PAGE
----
Arriving in Colombia
After 18 hours on planes and in transit , and with the 5 hour time difference, I was grateful to have someone to meet on arriving in Bogota.
Bogota is a big city, comparable with London, having around 7 million people. The nearest thing to a metro system are the buses that run in dedicated lanes in the center of the street. They are packed - especially in rush hour - and the concrete roads don’t make for a smooth ride. It’s sister city Medellin in contrast has a good overland metro train system, including cable cars.
The high altitude of Bogota gives it a pleasant working temperature compared to the tropical North. At 2625m it is the 4th highest capital city, and the elevation can cause some to suffer from altitude sickness. It was the end of the rainy season and we heard that it rained quite a lot in Bogota while we were fortunate as we traveled north. In Bogota though on a trip to the gold museum it started pouring with rain. We were forced to take refuge where we could as the road became a river.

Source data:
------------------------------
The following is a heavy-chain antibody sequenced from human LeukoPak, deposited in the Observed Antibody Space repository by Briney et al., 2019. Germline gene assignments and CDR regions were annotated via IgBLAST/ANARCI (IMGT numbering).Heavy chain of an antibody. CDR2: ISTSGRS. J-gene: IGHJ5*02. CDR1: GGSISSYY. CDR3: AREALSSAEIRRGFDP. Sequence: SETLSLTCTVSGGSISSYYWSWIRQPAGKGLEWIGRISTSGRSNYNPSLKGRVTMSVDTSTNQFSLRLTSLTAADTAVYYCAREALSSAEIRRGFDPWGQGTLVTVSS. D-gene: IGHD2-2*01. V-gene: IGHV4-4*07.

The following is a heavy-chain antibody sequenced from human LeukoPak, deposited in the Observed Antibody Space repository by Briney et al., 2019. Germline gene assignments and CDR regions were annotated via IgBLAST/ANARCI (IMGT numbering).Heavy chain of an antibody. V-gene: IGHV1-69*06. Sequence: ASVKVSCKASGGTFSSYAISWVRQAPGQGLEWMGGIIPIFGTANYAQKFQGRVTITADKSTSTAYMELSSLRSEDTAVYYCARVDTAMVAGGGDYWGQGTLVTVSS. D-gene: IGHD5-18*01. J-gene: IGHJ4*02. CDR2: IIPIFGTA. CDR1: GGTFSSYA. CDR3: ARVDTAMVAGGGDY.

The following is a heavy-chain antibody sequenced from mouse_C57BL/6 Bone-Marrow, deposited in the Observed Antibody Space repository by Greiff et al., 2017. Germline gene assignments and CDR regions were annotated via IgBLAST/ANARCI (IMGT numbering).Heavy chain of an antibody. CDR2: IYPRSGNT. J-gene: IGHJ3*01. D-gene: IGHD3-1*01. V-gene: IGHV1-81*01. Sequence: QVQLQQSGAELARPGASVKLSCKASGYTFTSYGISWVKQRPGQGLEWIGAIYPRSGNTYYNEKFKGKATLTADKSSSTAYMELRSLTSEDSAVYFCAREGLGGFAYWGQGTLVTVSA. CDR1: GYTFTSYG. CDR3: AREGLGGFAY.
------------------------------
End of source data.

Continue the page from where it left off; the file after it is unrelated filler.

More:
Do you speak English? ( I don’t speak Spanish )
With the exception of some hostel staff; the city of Cartagena; one taxi driver in Sante Marta; and one guy helping our tour operators in San Gil, pretty much no one I came across in Colombia spoke English. A basic ‘spa-eng’ smart phone app helped, for example when asking for the toilet, but not for understanding menus - that was guess work. Carrying a pen and paper helped discussing bus departures and prices. We quickly stopped carrying dictionaries.
Below: Monserrate peak looking down over Bogota
Below: Street food, Monserrate peak